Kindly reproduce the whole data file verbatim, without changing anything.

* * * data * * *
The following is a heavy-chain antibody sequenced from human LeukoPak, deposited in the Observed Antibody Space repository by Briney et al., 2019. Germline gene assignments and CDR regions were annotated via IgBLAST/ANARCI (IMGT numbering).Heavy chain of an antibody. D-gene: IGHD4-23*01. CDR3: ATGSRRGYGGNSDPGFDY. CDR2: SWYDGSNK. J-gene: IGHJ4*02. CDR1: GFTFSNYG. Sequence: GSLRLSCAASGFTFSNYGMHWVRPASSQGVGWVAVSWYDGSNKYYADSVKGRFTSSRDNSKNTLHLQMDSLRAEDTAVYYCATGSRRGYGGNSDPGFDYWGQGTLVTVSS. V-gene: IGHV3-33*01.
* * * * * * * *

The following is a heavy-chain antibody sequenced from human LeukoPak, deposited in the Observed Antibody Space repository by Briney et al., 2019. Germline gene assignments and CDR regions were annotated via IgBLAST/ANARCI (IMGT numbering).Heavy chain of an antibody. D-gene: IGHD4-23*01. CDR3: ATGSRRGYGGNSDPGFDY. CDR2: SWYDGSNK. J-gene: IGHJ4*02. CDR1: GFTFSNYG. Sequence: GSLRLSCAASGFTFSNYGMHWVRPASSQGVGWVAVSWYDGSNKYYADSVKGRFTSSRDNSKNTLHLQMDSLRAEDTAVYYCATGSRRGYGGNSDPGFDYWGQGTLVTVSS. V-gene: IGHV3-33*01.